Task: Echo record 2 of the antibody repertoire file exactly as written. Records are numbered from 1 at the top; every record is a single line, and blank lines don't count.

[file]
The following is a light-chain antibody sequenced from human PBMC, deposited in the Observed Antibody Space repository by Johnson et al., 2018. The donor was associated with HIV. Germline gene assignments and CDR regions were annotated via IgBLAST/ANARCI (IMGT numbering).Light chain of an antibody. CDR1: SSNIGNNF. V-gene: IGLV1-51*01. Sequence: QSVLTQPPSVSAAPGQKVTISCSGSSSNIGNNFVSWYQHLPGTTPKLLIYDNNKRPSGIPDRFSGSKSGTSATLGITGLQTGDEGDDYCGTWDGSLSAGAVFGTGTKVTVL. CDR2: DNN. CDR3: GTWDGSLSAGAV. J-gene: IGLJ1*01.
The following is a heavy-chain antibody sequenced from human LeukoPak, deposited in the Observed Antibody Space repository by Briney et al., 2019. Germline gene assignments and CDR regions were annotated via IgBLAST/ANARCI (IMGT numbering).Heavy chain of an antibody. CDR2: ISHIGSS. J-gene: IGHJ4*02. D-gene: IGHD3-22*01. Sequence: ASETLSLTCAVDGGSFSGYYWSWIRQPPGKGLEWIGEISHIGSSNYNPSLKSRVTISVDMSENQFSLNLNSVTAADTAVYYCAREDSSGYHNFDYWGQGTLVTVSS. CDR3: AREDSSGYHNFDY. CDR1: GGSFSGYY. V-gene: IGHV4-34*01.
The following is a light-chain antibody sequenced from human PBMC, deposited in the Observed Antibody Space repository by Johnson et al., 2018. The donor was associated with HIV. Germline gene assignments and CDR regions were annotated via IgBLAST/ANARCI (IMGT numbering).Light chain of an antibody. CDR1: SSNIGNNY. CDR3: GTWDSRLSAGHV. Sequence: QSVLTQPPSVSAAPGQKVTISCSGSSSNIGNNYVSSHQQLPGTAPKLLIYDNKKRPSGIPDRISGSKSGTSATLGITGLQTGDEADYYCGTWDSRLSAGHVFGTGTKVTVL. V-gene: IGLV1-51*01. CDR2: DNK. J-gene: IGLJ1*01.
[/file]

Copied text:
The following is a heavy-chain antibody sequenced from human LeukoPak, deposited in the Observed Antibody Space repository by Briney et al., 2019. Germline gene assignments and CDR regions were annotated via IgBLAST/ANARCI (IMGT numbering).Heavy chain of an antibody. CDR2: ISHIGSS. J-gene: IGHJ4*02. D-gene: IGHD3-22*01. Sequence: ASETLSLTCAVDGGSFSGYYWSWIRQPPGKGLEWIGEISHIGSSNYNPSLKSRVTISVDMSENQFSLNLNSVTAADTAVYYCAREDSSGYHNFDYWGQGTLVTVSS. CDR3: AREDSSGYHNFDY. CDR1: GGSFSGYY. V-gene: IGHV4-34*01.